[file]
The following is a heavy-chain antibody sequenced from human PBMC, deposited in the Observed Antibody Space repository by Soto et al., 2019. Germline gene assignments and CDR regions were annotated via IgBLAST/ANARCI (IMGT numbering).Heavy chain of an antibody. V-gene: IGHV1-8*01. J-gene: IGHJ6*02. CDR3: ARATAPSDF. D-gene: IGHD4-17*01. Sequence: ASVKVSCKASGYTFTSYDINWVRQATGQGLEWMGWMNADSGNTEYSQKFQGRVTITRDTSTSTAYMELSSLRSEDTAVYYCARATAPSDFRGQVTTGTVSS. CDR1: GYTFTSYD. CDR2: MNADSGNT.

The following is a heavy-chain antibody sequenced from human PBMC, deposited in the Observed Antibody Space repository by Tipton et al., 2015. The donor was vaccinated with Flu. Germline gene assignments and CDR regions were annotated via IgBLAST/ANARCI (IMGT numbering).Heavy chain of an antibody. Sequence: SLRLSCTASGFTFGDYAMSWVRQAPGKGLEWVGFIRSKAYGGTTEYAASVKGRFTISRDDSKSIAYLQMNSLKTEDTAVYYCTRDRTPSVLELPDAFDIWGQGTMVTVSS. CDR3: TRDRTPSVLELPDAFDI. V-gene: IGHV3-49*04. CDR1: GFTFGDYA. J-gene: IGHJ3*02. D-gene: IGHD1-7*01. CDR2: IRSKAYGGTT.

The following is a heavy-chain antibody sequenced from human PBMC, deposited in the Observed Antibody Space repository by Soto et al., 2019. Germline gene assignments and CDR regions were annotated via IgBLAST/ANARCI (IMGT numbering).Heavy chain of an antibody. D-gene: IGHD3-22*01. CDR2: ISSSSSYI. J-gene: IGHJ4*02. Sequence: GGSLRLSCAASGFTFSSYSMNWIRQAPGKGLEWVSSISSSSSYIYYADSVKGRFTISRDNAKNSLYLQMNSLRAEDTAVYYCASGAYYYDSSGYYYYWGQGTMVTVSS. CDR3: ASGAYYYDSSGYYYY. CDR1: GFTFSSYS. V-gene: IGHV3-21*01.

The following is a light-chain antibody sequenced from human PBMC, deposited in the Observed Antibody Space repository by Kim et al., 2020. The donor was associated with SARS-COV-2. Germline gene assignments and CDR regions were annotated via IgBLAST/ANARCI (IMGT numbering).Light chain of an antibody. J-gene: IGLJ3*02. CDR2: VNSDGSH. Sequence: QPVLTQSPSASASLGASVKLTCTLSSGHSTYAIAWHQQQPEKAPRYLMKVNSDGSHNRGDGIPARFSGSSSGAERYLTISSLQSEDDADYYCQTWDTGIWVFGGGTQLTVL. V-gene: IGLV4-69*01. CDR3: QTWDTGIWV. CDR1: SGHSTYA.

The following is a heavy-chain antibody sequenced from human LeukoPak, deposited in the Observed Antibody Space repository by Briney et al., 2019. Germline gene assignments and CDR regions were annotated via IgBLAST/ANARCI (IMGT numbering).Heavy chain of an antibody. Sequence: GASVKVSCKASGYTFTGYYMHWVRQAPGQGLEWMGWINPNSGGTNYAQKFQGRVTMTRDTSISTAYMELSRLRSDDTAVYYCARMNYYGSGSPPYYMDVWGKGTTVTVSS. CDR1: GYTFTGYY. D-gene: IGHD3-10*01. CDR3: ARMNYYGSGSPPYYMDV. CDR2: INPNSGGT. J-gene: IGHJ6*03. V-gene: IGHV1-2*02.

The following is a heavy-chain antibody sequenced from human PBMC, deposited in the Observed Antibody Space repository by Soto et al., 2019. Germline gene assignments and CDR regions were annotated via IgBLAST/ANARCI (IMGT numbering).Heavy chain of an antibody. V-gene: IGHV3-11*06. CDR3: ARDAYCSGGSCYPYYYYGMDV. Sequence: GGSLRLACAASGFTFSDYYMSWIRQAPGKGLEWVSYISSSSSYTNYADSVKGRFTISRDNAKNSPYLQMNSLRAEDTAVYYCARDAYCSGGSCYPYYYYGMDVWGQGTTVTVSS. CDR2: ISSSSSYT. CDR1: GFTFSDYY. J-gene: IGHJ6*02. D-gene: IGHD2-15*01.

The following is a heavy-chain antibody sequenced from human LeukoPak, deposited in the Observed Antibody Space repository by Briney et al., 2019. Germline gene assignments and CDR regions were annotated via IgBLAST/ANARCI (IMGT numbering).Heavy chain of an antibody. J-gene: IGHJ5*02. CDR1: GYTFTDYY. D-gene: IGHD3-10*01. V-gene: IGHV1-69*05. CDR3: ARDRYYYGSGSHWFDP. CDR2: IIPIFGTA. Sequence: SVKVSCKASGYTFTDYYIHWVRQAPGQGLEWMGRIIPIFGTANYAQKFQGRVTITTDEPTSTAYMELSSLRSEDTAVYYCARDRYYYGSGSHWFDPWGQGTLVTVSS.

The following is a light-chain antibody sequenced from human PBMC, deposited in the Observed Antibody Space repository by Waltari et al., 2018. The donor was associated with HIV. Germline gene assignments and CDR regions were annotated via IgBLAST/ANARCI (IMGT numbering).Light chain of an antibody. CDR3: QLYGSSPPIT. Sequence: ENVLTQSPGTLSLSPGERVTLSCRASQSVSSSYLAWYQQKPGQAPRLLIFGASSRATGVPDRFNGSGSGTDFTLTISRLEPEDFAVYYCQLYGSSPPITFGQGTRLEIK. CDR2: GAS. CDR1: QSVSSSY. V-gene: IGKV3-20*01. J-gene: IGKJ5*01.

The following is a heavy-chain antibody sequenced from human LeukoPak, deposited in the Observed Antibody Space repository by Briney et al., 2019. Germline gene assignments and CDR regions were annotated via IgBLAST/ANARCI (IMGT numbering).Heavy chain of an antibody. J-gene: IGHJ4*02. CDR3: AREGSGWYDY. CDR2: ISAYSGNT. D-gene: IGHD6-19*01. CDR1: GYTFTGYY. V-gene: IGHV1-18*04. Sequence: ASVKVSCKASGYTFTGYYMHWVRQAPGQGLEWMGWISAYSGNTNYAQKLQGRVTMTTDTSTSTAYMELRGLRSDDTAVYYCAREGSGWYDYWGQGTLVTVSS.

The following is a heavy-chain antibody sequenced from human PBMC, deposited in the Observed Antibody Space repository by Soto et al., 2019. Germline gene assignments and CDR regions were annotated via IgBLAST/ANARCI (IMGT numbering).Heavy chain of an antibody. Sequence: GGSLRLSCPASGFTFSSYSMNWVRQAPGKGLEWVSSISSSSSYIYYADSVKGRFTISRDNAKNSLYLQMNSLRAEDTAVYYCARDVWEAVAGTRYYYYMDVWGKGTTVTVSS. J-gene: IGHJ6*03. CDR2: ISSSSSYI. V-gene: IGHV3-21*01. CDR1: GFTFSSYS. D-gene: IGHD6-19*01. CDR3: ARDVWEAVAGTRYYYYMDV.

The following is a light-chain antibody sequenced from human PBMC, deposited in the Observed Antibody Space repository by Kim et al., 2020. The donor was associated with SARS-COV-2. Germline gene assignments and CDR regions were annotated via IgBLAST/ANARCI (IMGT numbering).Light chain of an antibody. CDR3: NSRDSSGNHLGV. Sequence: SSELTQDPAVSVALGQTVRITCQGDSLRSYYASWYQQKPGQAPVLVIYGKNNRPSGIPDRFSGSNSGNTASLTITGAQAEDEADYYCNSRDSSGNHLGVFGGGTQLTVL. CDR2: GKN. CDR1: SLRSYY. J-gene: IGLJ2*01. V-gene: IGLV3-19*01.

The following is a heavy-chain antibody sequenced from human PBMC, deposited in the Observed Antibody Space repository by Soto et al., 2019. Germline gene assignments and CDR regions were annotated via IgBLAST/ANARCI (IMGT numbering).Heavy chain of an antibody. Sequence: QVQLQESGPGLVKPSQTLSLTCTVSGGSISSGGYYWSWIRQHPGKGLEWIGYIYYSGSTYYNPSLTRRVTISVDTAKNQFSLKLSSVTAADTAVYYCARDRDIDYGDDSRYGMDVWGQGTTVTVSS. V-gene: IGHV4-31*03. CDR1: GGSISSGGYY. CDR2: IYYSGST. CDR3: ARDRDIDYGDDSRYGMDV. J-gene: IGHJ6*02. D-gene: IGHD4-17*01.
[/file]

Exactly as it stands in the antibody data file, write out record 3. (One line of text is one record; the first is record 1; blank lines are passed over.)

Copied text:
The following is a heavy-chain antibody sequenced from human PBMC, deposited in the Observed Antibody Space repository by Soto et al., 2019. Germline gene assignments and CDR regions were annotated via IgBLAST/ANARCI (IMGT numbering).Heavy chain of an antibody. D-gene: IGHD3-22*01. CDR2: ISSSSSYI. J-gene: IGHJ4*02. Sequence: GGSLRLSCAASGFTFSSYSMNWIRQAPGKGLEWVSSISSSSSYIYYADSVKGRFTISRDNAKNSLYLQMNSLRAEDTAVYYCASGAYYYDSSGYYYYWGQGTMVTVSS. CDR3: ASGAYYYDSSGYYYY. CDR1: GFTFSSYS. V-gene: IGHV3-21*01.